1. Traders on the Digitex Futures exchange must have sufficient Initial Margin in their trading account to open a futures position.
  2. After opening a futures position, a trader must have sufficient Maintenance Margin in their trading account to keep that position open.
  3. Initial Margin is calculated as: Contract Value divided by Leverage Rate.
  4. Maintenance Margin is calculated as 50% of Initial Margin.
  5. If the trader’s account balance falls below the Maintenance Margin requirement to maintain the current open position, the system will cancel the unmatched orders on that market to free up the margin requirements of those unmatched orders. If after doing this,  the account balance is still below the required Maintenance Margin, the system will take over the trader’s position and liquidate it.
  6. The Liquidation Engine takes over positions from traders whose account balance has fallen below the minimum required Maintenance Margin amount to maintain their open position on a futures market.
  7. After assuming a trader’s open futures position, the system will attempt to immediately close that position by submitting a buy or sell order at the bankruptcy price.
  8. The bankruptcy price is the price at which the trader will lose his entire Initial Margin amount that he posted to open the position.
  9. For Long positions, the bankruptcy price is calculated by subtracting the Initial Margin requirement from the trader’s entry price. For Short positions, the bankruptcy price is calculated by adding the Initial Margin requirement to the trader’s entry price.
  10. After assuming a trader’s position, if the system is able to liquidate that position at a better price than bankruptcy price, the additional funds are placed into the Insurance Fund.
  11. Example trade: Bob places a limit order to buy 1 BTC/USD futures contract at 10,000 at 100x leverage which requires Initial Margin of 100 DGTX. He has exactly 100 DGTX in his trading account and shortly after placing it, his buy order is filled. His Maintenance Margin requirement is therefore 50 DGTX, which means his account balance must have at least 50 DGTX in it to maintain this open Long position. If the price drops to 9,950 his account balance falls to 50 DGTX and the system will take over his position and will submit a sell order at the bankruptcy price of 9,900 (Entry Price – Initial Margin).
  12. In the above example, if the system submits a sell order at 9,900 when the last traded price is currently 9,950, it is probable that the position will be closed at a better price than 9,900. If the position is liquidated at 9,940, then 40 DGTX will be added to the Insurance Fund.
  13. This effectively means that traders who allow their position to be force liquidated by the exchange by allowing their account balance to go below the required Maintenance Margin level will always lose the full Initial Margin amount they posted to open that position, even if the position is closed at a better price than bankruptcy price. Any additional funds that are made by getting a better price than bankruptcy price are added to the Insurance Fund and not to the trader’s account. This will incentivize traders to avoid forced liquidations which are a risk vector for the exchange.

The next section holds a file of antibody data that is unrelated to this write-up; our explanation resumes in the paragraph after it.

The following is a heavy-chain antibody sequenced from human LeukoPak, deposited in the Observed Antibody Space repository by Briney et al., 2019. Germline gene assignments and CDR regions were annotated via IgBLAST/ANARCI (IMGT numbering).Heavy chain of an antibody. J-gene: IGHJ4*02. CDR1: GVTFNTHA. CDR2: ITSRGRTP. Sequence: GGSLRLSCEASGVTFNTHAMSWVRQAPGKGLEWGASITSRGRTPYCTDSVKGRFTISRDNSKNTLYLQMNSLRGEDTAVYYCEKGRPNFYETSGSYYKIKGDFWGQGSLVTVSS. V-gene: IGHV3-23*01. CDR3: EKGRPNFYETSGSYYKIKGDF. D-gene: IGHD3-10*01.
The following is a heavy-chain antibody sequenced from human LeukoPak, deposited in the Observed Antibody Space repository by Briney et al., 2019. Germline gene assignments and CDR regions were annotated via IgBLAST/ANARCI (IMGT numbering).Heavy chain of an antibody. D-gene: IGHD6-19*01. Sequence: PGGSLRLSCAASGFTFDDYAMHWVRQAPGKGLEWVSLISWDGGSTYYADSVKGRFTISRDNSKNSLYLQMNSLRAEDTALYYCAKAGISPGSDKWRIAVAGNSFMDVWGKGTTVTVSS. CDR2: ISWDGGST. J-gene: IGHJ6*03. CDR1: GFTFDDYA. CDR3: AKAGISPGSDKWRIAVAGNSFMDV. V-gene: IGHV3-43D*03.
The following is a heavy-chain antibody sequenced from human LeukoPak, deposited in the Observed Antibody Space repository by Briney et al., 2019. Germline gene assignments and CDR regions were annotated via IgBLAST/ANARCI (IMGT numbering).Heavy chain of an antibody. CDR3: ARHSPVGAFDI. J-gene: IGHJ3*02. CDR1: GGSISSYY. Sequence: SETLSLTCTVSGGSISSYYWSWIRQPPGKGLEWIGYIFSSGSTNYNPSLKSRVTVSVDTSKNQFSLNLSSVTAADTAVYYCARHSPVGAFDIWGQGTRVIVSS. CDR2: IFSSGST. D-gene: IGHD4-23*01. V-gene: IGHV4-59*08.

14. This liquidation system is very similar to how BitMEX takes over and liquidates bankrupt traders’ positions. Note here how consistently their Insurance Fund balance increases with virtually no daily drawdowns of any significance over a period of years, even during periods of high volatility.
  15. The BitMEX Insurance Fund balance has increased 99 days out of the last 100 days and this is typical performance going back for years.
  16. If the Insurance Fund of the Digitex Futures exchange performed in approximately the same way as BitMEX’s Insurance Fund then we would have burned tokens 99 days out of the last 100 days.
  17. Instead of building up a huge Insurance Fund that may never be needed, Digitex can transfer that value to other Digitex (DGTX) token owners whilst still having the safeguard of an Insurance Fund.
  18. All account balances are denominated in Digitex (DGTX) tokens and all trading profits and losses are in Digitex (DGTX) tokens. Therefore, the Insurance Fund balance is denominated in Digitex (DGTX) tokens.
  19. The entire balance of the Insurance Fund will be burned every day at midnight UTC.
  20. This means the Insurance Fund will always be empty, but it has the power to issue new tokens to cover its liabilities. It is highly likely that the number of new tokens that must be occasionally issued to cover losses will be significantly less than the number of tokens that are burned every day.
  21. The token burning process will be fully verifiable and the corresponding number of Digitex (DGTX) tokens that are destroyed will be subtracted from the available supply as displayed on etherscan.io.
  22. In the event of system losses during periods of high volatility when the exchange is unable to liquidate assumed futures positions without suffering losses, the Insurance Fund can issue new Digitex (DGTX) tokens to cover those losses. This process will be fully verifiable and any new tokens issued will be visible on etherscan.io.
  23. The Insurance Fund will have its own page on the exchange where all token burning and token issuance activity and history can be clearly seen and verified on etherscan.io.
  24. Possible variations of this system that can be voted on by the DAO are whether we burn tokens on a weekly, monthly or quarterly schedule instead of daily. Also, the DAO can decide on whether to burn all tokens in the Insurance Fund or whether to keep a certain minimum balance to avoid the need for token issuance after one losing day.

We encourage you all to share your feedback on Telegram and/or Twitter, and we will collect all your questions throughout the week. This Friday, 28th June at 3 pm UTC, Adam will host another live AMA to further discuss the Digitex token burning proposal. Again, whether or not this will be implemented depends on the response from the community. We encourage you all to participate in sharing your feedback!

Latest News